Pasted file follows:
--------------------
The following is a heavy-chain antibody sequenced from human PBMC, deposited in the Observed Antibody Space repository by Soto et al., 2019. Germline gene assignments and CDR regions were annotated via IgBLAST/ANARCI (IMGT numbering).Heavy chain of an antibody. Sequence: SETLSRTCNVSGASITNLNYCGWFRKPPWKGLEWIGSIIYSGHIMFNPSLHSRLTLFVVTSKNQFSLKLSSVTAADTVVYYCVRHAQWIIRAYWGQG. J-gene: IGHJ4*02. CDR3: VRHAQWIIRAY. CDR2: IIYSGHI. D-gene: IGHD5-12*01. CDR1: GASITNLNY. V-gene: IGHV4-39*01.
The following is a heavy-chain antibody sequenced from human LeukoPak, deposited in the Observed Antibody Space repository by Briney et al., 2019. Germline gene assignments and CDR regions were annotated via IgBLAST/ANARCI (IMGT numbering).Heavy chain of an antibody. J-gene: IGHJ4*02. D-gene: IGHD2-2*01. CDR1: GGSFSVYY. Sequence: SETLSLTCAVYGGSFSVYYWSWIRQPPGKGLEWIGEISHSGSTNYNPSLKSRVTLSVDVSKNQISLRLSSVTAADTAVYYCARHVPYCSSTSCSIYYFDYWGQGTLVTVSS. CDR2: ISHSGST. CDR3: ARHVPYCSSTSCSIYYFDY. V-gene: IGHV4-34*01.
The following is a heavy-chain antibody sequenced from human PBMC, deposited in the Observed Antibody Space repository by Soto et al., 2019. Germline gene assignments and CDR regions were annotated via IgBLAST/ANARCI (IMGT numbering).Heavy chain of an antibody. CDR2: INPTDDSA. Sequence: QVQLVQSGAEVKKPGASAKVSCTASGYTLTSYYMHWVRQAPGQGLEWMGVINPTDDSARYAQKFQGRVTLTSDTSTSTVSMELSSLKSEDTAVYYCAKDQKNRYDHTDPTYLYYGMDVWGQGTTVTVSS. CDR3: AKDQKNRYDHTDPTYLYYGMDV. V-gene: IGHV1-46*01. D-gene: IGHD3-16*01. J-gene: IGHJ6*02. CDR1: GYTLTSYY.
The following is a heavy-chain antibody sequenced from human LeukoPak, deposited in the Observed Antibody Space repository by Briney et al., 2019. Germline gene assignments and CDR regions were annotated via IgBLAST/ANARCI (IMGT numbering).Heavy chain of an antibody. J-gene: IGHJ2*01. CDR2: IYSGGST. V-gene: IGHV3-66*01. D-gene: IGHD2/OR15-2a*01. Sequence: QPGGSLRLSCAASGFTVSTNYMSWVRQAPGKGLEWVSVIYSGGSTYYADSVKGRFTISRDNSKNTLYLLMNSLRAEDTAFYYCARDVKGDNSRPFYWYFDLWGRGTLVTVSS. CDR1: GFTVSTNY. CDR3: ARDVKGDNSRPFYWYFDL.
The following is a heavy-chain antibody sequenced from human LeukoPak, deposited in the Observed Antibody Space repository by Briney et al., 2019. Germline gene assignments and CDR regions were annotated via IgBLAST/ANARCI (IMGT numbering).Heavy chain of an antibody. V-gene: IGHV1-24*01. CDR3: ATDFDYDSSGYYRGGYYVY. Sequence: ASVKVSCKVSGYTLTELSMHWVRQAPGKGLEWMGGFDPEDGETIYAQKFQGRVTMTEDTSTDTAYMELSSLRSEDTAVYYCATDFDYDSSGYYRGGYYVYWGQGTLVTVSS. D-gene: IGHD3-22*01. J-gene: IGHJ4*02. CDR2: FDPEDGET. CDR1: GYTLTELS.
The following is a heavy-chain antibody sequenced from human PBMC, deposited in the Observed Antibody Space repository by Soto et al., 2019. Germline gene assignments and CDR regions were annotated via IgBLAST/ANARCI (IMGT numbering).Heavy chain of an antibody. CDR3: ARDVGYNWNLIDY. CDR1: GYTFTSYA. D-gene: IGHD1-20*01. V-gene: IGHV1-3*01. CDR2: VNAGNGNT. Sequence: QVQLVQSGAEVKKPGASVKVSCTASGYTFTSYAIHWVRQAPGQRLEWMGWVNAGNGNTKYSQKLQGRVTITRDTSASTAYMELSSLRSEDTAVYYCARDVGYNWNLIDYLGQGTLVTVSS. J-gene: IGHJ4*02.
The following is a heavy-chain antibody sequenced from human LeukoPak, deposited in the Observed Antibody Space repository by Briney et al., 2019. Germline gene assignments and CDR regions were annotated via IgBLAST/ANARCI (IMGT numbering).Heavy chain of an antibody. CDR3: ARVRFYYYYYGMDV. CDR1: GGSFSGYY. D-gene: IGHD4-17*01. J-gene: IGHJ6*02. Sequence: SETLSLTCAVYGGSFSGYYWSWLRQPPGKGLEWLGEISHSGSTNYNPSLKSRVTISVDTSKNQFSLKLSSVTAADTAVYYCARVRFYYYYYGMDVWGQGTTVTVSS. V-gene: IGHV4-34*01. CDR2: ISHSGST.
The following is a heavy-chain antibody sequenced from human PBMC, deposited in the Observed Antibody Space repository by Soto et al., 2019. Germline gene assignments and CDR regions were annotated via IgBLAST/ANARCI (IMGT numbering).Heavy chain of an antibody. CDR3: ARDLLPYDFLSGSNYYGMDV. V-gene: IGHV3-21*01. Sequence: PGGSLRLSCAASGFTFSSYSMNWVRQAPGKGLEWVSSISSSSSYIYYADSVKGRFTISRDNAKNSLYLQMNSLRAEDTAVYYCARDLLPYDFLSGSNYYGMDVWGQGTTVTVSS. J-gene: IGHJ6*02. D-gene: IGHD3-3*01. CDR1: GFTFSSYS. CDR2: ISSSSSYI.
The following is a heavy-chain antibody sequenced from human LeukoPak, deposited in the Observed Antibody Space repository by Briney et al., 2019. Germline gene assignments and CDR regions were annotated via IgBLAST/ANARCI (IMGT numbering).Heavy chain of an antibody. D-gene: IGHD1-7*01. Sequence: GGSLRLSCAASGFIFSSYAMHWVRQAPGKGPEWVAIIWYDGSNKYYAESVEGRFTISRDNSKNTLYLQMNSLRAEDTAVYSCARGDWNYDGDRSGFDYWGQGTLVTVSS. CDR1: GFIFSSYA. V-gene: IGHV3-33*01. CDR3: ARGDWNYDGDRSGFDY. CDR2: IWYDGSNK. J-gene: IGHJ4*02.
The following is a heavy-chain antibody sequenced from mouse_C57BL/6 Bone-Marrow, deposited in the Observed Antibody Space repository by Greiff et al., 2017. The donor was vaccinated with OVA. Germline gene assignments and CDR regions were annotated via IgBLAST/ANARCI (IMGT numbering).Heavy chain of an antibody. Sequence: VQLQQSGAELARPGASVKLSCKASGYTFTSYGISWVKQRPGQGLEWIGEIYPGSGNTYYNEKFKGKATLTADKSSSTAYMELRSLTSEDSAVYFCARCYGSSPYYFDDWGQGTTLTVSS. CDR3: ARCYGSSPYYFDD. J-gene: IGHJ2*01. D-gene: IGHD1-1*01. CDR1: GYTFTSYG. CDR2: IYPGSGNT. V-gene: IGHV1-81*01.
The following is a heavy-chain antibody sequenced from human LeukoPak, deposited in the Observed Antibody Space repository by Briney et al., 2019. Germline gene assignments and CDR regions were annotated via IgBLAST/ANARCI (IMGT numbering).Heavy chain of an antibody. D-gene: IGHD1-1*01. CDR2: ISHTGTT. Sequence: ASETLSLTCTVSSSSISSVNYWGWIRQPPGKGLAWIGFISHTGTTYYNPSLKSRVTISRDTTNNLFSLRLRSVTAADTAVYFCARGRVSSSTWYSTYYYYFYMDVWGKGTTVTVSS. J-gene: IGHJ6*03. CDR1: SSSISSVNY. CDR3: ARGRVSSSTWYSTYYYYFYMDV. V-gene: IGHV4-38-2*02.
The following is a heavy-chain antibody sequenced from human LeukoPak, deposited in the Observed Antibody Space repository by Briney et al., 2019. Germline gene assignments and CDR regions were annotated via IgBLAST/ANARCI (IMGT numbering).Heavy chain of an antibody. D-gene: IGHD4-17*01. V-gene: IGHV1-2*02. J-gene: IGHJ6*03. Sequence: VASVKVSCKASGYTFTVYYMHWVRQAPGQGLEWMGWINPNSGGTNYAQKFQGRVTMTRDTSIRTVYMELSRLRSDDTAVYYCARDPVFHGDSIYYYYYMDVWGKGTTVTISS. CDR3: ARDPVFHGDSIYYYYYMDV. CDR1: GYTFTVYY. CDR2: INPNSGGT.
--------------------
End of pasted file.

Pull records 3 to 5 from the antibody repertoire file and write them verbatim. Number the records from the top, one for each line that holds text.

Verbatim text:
The following is a heavy-chain antibody sequenced from human PBMC, deposited in the Observed Antibody Space repository by Soto et al., 2019. Germline gene assignments and CDR regions were annotated via IgBLAST/ANARCI (IMGT numbering).Heavy chain of an antibody. CDR2: INPTDDSA. Sequence: QVQLVQSGAEVKKPGASAKVSCTASGYTLTSYYMHWVRQAPGQGLEWMGVINPTDDSARYAQKFQGRVTLTSDTSTSTVSMELSSLKSEDTAVYYCAKDQKNRYDHTDPTYLYYGMDVWGQGTTVTVSS. CDR3: AKDQKNRYDHTDPTYLYYGMDV. V-gene: IGHV1-46*01. D-gene: IGHD3-16*01. J-gene: IGHJ6*02. CDR1: GYTLTSYY.
The following is a heavy-chain antibody sequenced from human LeukoPak, deposited in the Observed Antibody Space repository by Briney et al., 2019. Germline gene assignments and CDR regions were annotated via IgBLAST/ANARCI (IMGT numbering).Heavy chain of an antibody. J-gene: IGHJ2*01. CDR2: IYSGGST. V-gene: IGHV3-66*01. D-gene: IGHD2/OR15-2a*01. Sequence: QPGGSLRLSCAASGFTVSTNYMSWVRQAPGKGLEWVSVIYSGGSTYYADSVKGRFTISRDNSKNTLYLLMNSLRAEDTAFYYCARDVKGDNSRPFYWYFDLWGRGTLVTVSS. CDR1: GFTVSTNY. CDR3: ARDVKGDNSRPFYWYFDL.
The following is a heavy-chain antibody sequenced from human LeukoPak, deposited in the Observed Antibody Space repository by Briney et al., 2019. Germline gene assignments and CDR regions were annotated via IgBLAST/ANARCI (IMGT numbering).Heavy chain of an antibody. V-gene: IGHV1-24*01. CDR3: ATDFDYDSSGYYRGGYYVY. Sequence: ASVKVSCKVSGYTLTELSMHWVRQAPGKGLEWMGGFDPEDGETIYAQKFQGRVTMTEDTSTDTAYMELSSLRSEDTAVYYCATDFDYDSSGYYRGGYYVYWGQGTLVTVSS. D-gene: IGHD3-22*01. J-gene: IGHJ4*02. CDR2: FDPEDGET. CDR1: GYTLTELS.